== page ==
One hundred and fifty years ago Arkansas was under siege by the United States Army. While the citizens and Confederate Army evacuate the city of Fayetteville, Arkansas, citizens and the citizen army throughout the state were steadily making preparations for remainder of the War in Arkansas; there were many logistical issues to overcome.
Perhaps the most important logistical of paramount porportions regards sustaining the citizens and the armies in the state. An 1862 article in the Arkansas State Gazette noted that the problem is that many farmers and planters have joined the army and thus labor shortages could quite possibly hinder the production of food stuffs: “It is our opinion that, by reason of it, twenty thousand laborers will be withdrawn from that branch of the industry of the country which is chiefly engaged in producing such staple articles of provisions as are necessary to sustain life.”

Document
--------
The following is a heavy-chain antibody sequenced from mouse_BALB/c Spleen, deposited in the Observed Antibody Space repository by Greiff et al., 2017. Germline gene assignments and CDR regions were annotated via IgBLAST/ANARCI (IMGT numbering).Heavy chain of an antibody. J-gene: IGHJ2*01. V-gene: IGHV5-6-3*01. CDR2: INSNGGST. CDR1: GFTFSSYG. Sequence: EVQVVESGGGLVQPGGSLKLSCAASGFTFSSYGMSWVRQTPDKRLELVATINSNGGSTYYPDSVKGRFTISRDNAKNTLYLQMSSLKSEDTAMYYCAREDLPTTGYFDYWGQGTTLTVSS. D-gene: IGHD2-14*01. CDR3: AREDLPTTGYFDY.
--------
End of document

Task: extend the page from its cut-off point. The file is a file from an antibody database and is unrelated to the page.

Likewise this week one hundred and fifty years ago, as according to the Arkansas True Democrat, the famous American musician of the nineteenth century, Harry Macarthy, “was playing at Richmond about a week ago. In his bills he styles himself ‘The Arkansas Comedian.’ He has a lot of new national songs, among which are “The Volunteer,” “Stars and Bars,” “Scott taking the Oath,” and “Missouri. “. Macarthy’s most popular song during the Civil War was “Bonnie Blue Flag”.
Arkansas continued to brace for the impending battles in North Arkansas as planters and farmers in South Arkansas continued to churn out record cotton crops and tons of corn to sustain her soldiers and citizens.